On Friday afternoon, 28 July 2017, Michael King and I made the drive to an interesting little town about 30 minutes east of Olympia, WA, USA. The goal for the weekend was to sell some shirts and observe the goings-on at an actual, honest to goodness, UFO festival—full of TRUE BELIEVERS and fun seekers…
The image below is from the first day as we were setting up shop. Michael, who is the mind behind Bonemill D-Signs and the H.E.X clothing line, as well as one of the primary creators from the Art Horse collective, created several UFO / alien themed garments just for this event—and frankly, they went over quite well!
Did I see any UFOs at the event? Only one…
I did, however, see a great many aliens.
What I set out to do (besides help Michael with his booth) was to listen to the believers and see what they had to say. I’m a skeptic when it comes to UFOs and aliens visiting our planet, but I had no desire to try to challenge anyone’s stories or personal experiences. I just wanted to hear what they had to say, and it turned out that we had a number of people visit our booth who had stories that they wanted to share. (More than I thought we would have!) I heard several eye-witness sightings, learned that the C.I.A. is now based in Washington State (because of all the UFO activity here), saw some photos from one guy’s phone of what he claimed was a UFO captured while he was taking snaps of the moon, heard a bit about the Ramtha School of Enlightenment, talked to an interesting older Native American fellow who said his tribe has believed in the “Star People” for many hundreds of years, and we even got to hear some stories from a guy who had worked as a radar reader in the 1960s and claimed that he “got paint” on an object moving at over 6,000 miles an hour! (That’s fast…) Some of the people who chose to share had a bit of a “creepy vibe” that made me feel rather uncomfortable (perhaps a bit TOO intense for my taste), but most of the visitors we talked to were friendly and pleasant.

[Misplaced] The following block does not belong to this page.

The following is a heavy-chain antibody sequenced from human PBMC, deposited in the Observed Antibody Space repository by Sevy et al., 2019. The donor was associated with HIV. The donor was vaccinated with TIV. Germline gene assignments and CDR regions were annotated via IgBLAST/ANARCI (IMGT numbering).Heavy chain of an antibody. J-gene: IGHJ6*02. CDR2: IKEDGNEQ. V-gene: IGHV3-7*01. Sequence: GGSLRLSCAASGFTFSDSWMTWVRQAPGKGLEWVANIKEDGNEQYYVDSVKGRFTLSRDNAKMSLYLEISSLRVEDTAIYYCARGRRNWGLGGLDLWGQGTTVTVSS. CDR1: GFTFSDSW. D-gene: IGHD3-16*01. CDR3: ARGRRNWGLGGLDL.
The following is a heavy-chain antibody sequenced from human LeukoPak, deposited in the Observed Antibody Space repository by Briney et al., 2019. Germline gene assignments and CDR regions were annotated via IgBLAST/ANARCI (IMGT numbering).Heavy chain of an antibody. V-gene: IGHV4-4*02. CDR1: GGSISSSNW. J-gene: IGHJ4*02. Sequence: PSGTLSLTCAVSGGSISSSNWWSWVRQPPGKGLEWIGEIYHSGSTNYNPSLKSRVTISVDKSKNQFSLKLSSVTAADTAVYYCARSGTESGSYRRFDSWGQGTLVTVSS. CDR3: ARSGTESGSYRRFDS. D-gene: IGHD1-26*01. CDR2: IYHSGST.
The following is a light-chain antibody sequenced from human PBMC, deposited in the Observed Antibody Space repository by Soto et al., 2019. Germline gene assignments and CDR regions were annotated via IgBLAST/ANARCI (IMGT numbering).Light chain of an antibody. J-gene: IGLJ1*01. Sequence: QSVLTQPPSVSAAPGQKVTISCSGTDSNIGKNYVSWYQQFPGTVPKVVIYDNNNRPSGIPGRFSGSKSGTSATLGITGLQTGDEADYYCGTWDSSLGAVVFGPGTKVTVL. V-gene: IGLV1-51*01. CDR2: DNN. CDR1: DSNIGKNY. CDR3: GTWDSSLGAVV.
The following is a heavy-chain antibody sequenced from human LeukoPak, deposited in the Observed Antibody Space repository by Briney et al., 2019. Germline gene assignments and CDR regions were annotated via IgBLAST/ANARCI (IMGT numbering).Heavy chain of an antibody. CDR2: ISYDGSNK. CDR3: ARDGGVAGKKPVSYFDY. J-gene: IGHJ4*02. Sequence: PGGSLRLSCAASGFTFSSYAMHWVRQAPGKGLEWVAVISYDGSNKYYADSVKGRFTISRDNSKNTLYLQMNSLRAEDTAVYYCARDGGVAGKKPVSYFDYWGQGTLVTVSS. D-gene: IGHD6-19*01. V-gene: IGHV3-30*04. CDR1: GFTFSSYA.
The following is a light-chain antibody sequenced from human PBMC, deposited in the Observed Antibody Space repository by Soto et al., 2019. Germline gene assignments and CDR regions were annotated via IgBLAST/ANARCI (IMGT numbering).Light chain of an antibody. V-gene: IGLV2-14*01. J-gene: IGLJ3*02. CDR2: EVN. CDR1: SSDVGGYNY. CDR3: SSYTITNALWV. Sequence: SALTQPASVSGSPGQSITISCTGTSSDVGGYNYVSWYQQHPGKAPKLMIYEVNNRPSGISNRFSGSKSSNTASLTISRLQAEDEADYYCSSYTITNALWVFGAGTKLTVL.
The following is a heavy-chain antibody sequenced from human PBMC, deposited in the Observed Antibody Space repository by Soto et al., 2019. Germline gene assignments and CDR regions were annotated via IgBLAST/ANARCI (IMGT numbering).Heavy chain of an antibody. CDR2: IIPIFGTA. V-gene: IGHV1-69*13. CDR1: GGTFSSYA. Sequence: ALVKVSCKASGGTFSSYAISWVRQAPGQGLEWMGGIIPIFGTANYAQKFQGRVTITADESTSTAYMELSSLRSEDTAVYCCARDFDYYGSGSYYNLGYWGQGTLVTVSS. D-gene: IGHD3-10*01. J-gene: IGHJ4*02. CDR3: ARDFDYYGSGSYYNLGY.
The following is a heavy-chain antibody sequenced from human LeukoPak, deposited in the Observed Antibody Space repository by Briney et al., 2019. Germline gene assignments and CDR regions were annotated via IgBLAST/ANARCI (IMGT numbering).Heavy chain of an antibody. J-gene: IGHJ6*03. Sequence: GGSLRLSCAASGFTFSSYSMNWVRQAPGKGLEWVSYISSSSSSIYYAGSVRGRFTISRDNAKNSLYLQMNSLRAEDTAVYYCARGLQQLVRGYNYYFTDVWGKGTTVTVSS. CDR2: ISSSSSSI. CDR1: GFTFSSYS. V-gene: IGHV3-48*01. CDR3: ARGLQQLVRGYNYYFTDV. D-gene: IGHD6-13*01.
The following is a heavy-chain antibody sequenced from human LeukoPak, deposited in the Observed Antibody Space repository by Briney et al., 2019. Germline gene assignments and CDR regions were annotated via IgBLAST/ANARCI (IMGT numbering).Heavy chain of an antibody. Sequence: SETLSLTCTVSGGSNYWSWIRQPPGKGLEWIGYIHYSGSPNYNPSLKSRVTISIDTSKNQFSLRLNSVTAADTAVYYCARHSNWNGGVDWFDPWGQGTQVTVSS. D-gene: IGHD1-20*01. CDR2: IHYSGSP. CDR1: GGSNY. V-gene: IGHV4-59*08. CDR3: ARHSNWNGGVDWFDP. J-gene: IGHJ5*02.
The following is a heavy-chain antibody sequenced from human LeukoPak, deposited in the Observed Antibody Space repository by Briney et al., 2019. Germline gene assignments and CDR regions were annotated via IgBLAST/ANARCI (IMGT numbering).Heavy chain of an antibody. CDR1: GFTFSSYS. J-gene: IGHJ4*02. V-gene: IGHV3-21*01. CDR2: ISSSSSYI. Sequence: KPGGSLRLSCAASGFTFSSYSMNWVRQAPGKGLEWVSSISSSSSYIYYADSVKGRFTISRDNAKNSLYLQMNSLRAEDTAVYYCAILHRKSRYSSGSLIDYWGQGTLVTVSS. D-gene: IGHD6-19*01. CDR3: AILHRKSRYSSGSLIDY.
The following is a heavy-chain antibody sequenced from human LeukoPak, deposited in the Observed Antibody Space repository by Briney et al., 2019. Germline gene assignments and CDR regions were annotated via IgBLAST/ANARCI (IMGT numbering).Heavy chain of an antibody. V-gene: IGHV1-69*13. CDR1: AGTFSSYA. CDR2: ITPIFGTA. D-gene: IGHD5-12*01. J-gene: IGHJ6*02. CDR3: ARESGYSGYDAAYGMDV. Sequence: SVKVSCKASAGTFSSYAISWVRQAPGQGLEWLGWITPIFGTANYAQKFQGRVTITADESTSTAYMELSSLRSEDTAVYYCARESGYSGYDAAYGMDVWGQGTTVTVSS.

Unfortunately, even after a long and enlightening weekend, I am still not convinced that aliens are visiting us here on Earth.
Saturday was hot, but there were still a great many people who came by the festival. Many of them said that they spotted the event as they were driving by and decided to check it out. I don’t blame them—it was basically a big carnival. Throughout the day there were vendor booths with a variety of weird themes, like “Sacred Geometry and Art” or “Spirit Portraits” or various alternative diet foods and other (somewhat sketchy) products and information services. There were also food carts and ice cream trucks and a beer garden and music performers from morning to night for all three days. (My favorite band played on Saturday night, The Fabulous Downey Brothers, and they had a very new wave style, kind of a Devo meets Techno, with costumes and a backing video with great, cheesy, 80’s style computer graphics. I was definitely impressed!) (The photo below is from a folk singer / Native American dance act that played Friday night.)
As I said at the beginning of this post, Michael ended up doing well at the event. About halfway through the 2nd day of the fest, the coordinators ran out of shirts in most of the popular sizes, (underestimated the demand), and they started sending people over to Michael’s booth to buy some of his designs, and then the customers could take the shirts back to the main information booth and have the Yelm UFO Fest logo heat-pressed onto the backs! Even without this extra sales boost, the UFO and alien shirts sold very well, particularly the “I Want to Leave” design and the Adamski Flying Saucer on tie-dye.
For my first UFO festival, I’d say it was a pretty good time. It was WAY TOO HOT, especially on Saturday, and it was a loooong weekend, but worth the drive, for sure. (We left directly from work on Friday, and didn’t pull back into my town until almost 6:00 P.M. on Sunday evening, and Michael lives even further down the freeway than I do!) Overall—it was fun. I might even be inclined to go again next year!
—Richard F. Yates
(Commander in Cheap of The Primitive Entertainment Workshop)